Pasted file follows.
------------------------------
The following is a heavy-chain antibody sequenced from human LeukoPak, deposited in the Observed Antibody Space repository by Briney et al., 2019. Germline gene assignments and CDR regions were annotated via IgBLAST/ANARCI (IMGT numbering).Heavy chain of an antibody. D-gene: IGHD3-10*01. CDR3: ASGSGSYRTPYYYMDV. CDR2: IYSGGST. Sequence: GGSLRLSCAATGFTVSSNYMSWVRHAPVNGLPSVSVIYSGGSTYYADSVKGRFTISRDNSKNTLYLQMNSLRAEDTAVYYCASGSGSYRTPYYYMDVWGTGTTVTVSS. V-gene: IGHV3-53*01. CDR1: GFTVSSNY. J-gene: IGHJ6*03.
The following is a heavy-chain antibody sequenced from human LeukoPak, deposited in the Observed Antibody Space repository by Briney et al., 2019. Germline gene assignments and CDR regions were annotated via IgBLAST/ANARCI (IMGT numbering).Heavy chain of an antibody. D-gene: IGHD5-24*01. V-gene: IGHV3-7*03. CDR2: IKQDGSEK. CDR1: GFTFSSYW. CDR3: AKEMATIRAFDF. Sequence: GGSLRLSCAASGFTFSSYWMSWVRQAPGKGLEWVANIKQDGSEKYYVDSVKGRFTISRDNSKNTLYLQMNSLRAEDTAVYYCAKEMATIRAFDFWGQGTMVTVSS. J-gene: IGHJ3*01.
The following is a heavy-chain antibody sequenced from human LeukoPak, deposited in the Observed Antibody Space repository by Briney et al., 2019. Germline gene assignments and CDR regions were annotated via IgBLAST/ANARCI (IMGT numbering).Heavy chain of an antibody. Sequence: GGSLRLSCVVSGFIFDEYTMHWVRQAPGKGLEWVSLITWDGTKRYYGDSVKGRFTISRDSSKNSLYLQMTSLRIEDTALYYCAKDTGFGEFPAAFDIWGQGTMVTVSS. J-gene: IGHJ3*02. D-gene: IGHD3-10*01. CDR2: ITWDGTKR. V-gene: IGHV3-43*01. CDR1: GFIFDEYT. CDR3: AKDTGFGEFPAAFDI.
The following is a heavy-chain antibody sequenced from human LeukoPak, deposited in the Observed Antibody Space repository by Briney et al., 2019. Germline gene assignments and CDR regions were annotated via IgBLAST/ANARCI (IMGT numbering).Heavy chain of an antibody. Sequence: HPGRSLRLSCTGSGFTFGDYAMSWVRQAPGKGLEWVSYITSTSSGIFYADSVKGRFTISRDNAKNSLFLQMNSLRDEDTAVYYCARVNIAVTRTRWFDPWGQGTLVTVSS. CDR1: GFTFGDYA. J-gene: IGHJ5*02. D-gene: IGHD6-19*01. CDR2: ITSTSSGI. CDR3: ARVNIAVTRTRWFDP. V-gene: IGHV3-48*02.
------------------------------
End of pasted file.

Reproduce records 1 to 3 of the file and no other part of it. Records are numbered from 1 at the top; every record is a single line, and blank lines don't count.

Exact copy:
The following is a heavy-chain antibody sequenced from human LeukoPak, deposited in the Observed Antibody Space repository by Briney et al., 2019. Germline gene assignments and CDR regions were annotated via IgBLAST/ANARCI (IMGT numbering).Heavy chain of an antibody. D-gene: IGHD3-10*01. CDR3: ASGSGSYRTPYYYMDV. CDR2: IYSGGST. Sequence: GGSLRLSCAATGFTVSSNYMSWVRHAPVNGLPSVSVIYSGGSTYYADSVKGRFTISRDNSKNTLYLQMNSLRAEDTAVYYCASGSGSYRTPYYYMDVWGTGTTVTVSS. V-gene: IGHV3-53*01. CDR1: GFTVSSNY. J-gene: IGHJ6*03.
The following is a heavy-chain antibody sequenced from human LeukoPak, deposited in the Observed Antibody Space repository by Briney et al., 2019. Germline gene assignments and CDR regions were annotated via IgBLAST/ANARCI (IMGT numbering).Heavy chain of an antibody. D-gene: IGHD5-24*01. V-gene: IGHV3-7*03. CDR2: IKQDGSEK. CDR1: GFTFSSYW. CDR3: AKEMATIRAFDF. Sequence: GGSLRLSCAASGFTFSSYWMSWVRQAPGKGLEWVANIKQDGSEKYYVDSVKGRFTISRDNSKNTLYLQMNSLRAEDTAVYYCAKEMATIRAFDFWGQGTMVTVSS. J-gene: IGHJ3*01.
The following is a heavy-chain antibody sequenced from human LeukoPak, deposited in the Observed Antibody Space repository by Briney et al., 2019. Germline gene assignments and CDR regions were annotated via IgBLAST/ANARCI (IMGT numbering).Heavy chain of an antibody. Sequence: GGSLRLSCVVSGFIFDEYTMHWVRQAPGKGLEWVSLITWDGTKRYYGDSVKGRFTISRDSSKNSLYLQMTSLRIEDTALYYCAKDTGFGEFPAAFDIWGQGTMVTVSS. J-gene: IGHJ3*02. D-gene: IGHD3-10*01. CDR2: ITWDGTKR. V-gene: IGHV3-43*01. CDR1: GFIFDEYT. CDR3: AKDTGFGEFPAAFDI.